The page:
Posted by: anon | Nov 30, 2006 5:31:15 PM
When I was on the market in 2004, I read a ton of posts and articles about the hiring process, including negotiations. I was fortunate enough to get a job offer and, following the advice, I asked for certain enhancements: a boost in the salary, money for a home computer or Internet service. The dean generally was not willing to change the offer.
Though I would have preferred to receive more money and benefits, of course, I was pleased that the negotiations were completely on the up-and-up. The dean offered me what the school was willing to pay me, and not a low-ball figure to be haggled.
In an environment like a faculty, where people are bound to talk about everything, it never made much sense to me to let salary depend on caprice or negotiating skills, though one's negotiating position must, I guess, play a role. There are plenty of stories of people like Charles who feel mistreated at the very outset of their careers and then hope to escape in a future year. (I concede that the stories may, reflect a low percentage of the negotiations, but I think the haggling process is reasonably common across schools.) I would think that more deans would want to develop a reputation for forthrightness by giving more-or-less take-it-or-leave-it offers.
Posted by: Mike Dimino | Nov 30, 2006 8:19:28 PM
Charles: You're definitely right that other faculty members may be the best source of insight into how negotiable the terms of an offer might be.
Owen: AALS has put out a statement about hiring practices that discouraged pre-conference exploding offers (and generally exploding offers with less than a week timeframe), in the hopes of reducing such practices. As for dollar amounts, I think it's too hard to generalize: from state to state, there is a considerable amount of variation, as well as the big city - small city variations I've previously noted.
Anon #1: Never lie in negotiations. That is, if you will accept an offer even if your requested "bump" is not met, don't say that you won't accept it. Being frank and forthright is key -- it might make sense to start by asking the person making the offer how they came up with the terms they are offering.
Anon #2: Although I have no first-hand insight into this, my guess is that if you have a "trailing spouse" you should put the school on notice of that early on. It takes a while to come up with other opportunities -- even clinical and adjunct appointments -- and asking a school to come up with one in the relatively short time frame in which you are considering an offer may be asking the impossible.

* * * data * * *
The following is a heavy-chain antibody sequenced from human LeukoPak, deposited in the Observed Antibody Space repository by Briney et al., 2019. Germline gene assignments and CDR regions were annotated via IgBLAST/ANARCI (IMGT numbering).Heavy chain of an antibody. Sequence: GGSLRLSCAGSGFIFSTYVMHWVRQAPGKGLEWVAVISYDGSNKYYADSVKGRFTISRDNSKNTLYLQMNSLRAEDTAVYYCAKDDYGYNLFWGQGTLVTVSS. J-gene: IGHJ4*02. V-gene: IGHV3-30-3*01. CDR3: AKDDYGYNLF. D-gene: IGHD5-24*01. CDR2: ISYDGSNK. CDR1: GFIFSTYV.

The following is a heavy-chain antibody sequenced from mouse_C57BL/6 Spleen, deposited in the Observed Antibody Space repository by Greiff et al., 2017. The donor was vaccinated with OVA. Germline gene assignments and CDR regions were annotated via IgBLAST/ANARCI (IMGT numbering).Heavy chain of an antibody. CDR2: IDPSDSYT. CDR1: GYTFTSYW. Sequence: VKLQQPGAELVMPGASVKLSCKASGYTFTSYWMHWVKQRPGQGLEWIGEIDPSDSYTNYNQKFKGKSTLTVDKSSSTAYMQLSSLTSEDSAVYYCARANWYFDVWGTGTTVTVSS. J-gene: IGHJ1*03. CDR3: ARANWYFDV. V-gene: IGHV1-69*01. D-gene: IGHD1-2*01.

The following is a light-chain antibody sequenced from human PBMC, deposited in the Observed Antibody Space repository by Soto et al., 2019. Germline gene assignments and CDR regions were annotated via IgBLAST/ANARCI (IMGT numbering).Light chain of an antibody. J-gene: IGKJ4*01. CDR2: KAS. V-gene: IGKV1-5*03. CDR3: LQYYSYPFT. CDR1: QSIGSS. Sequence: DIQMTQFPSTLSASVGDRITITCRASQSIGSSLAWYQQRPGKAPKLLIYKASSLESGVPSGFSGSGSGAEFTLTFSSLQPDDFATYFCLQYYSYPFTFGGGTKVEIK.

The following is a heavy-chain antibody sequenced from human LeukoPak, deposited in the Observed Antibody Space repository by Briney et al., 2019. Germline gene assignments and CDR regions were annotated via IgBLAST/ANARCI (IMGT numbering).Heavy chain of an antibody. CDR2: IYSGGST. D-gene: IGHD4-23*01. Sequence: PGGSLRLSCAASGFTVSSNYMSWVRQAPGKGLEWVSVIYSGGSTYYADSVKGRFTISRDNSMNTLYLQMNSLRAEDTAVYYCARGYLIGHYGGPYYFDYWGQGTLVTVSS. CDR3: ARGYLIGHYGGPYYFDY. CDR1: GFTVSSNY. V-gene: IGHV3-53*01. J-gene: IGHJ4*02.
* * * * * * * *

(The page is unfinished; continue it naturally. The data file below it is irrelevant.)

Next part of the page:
Mike: I think most offers -- especially the salary component -- are _largely_ take it or leave it. There may be a small room for a change in salary (and of course, even a small difference compounds over time as the value of a percentage raise is keyed to your starting base). I think that some of the other things I discussed, however (such as summer grants for next summer) are likely negotiable.
Posted by: Geoff | Dec 1, 2006 10:58:12 AM
I forgot to ask for moving expenses, when I accepted my offer. Wish I had remembered.
Posted by: Rick Garnett | Dec 1, 2006 9:57:49 PM
Is it acceptable to negotiate including prior publications in the tenure process? i.e. if the school requires that you write three articles for tenure, could you negotiate that tenure consideration include article(s) that you wrote while an applicant?
Posted by: anonymous | Dec 13, 2006 6:59:06 PM
While I'm sure one could negotiate for "credit" (either for articles, or "years" on the tenure clock), I'm not sure that's the best thing to do. As I suggested in my post, for the junior scholar, a longer tenure clock doesn't have a lot of downsides. My advice is take as much time as the school is interested in giving you (within reason), so that when you actually do go for tenure, you are best positioned for success.
The other thing to consider is that your "pre-appointment" publications may not be up to par, in the sense that they will not represent the kind of work you will do once you are immersed in legal academia. To have them "count" typically means they will be evaluated by outside or inside reviewers as part of the tenure process, and that may not present you in the best light.
Posted by: Geoff | Dec 14, 2006 9:29:00 AM
What types of compensation are typically included and excluded in the initial offer? Specifically, should one negotiate for:
A budget to host a conference?
Adoption and/or retirement benefits that aren't part of the standard HR contract?
What about negotiating that a non-faculty administrative position be considered for a move to a faculty position at the end of a contract?
Any other creative ideas that were negotiated for up front?
Posted by: Anonymous | Sep 21, 2007 2:58:13 PM